Filipina Teen Fights to Join Holocaust Remembrance Trip to Poland

16-year-old student warned return to Israel may be barred though she was born in Israel.

A 16-year-old of Filipino origin is battling to join her school friends on a March of the Living trip, but she worries she won't be allowed back from Poland because of her parents' uncertain status with the Israeli authorities.

Janelle Pancho's parents came to Israel in 1992, four years before she was born. When the class at Herzliya's Harishonim High School learned that the sign-up period for a Holocaust remembrance trip was starting, Pancho wanted to join in. Then she learned she might not be allowed back into the country.

Janelle Pancho - Alon Ron - 19022012
Alon Ron

"I went to the Interior Ministry in Tel Aviv to ask for help. They told me I could go but they couldn't promise I could come back. It was a huge disappointment. I sat in the middle of the office and cried," she says.

"One of the employees came up to me and told me that if I have no citizenship, I shouldn't have any demands."

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But her classmates and her parents convinced her to fight for her right to go on the tour. "My mother asked me whether this was important to me, and I said it was, so she said she would fight with me," Pancho says. "Even though I'm not Jewish and this isn't about my family, I feel that this is something I need to do, a heritage I want to be exposed to."

The school is also trying to give her a discount on the cost of the trip. Her classmates join her during demonstrations for children of migrants to Israel. "They give me the strength to fight," she says.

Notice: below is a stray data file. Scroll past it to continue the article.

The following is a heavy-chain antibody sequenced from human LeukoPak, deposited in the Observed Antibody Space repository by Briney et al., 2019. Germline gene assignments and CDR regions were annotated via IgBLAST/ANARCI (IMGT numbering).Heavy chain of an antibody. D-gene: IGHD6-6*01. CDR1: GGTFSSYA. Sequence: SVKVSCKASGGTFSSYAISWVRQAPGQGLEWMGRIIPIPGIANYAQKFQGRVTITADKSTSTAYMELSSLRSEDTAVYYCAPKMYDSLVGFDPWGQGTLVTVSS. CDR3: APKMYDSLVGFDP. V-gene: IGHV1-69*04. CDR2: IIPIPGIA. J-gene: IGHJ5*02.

Meanwhile, Pancho turned to the NGO Israeli Children, which contacted MK Ilan Gilon (Meretz ). He in turn wrote to Education Minister Gideon Sa'ar, who referred the letter to Interior Minister Eli Yishai two weeks ago.

In his letter, Gilon said the educational and ethical values of a Poland trip were close to a pupil who grew up with the values of Israeli society and was educated in an Israeli school. "We must not allow a child who grew up in Israel to experience alienation because of her origin, and certainly not in the context of remembering the Holocaust and the trip to Poland," he wrote.

The group will travel to Poland in less than a month, but no answer has arrived from the interior minister.

In a similar case last September, a 17-year-old with parents from Korea was issued a permit allowing him reentry into Israel; this came after pressure was put on the authorities.

For their part, the immigration authorities said "the family has been in Israel for many years against the law. In 2005 the family applied for permanent residency but was rejected in court. They reapplied in 2010 and it will be examined. The application to travel to Poland will be examined separately as a singular exception."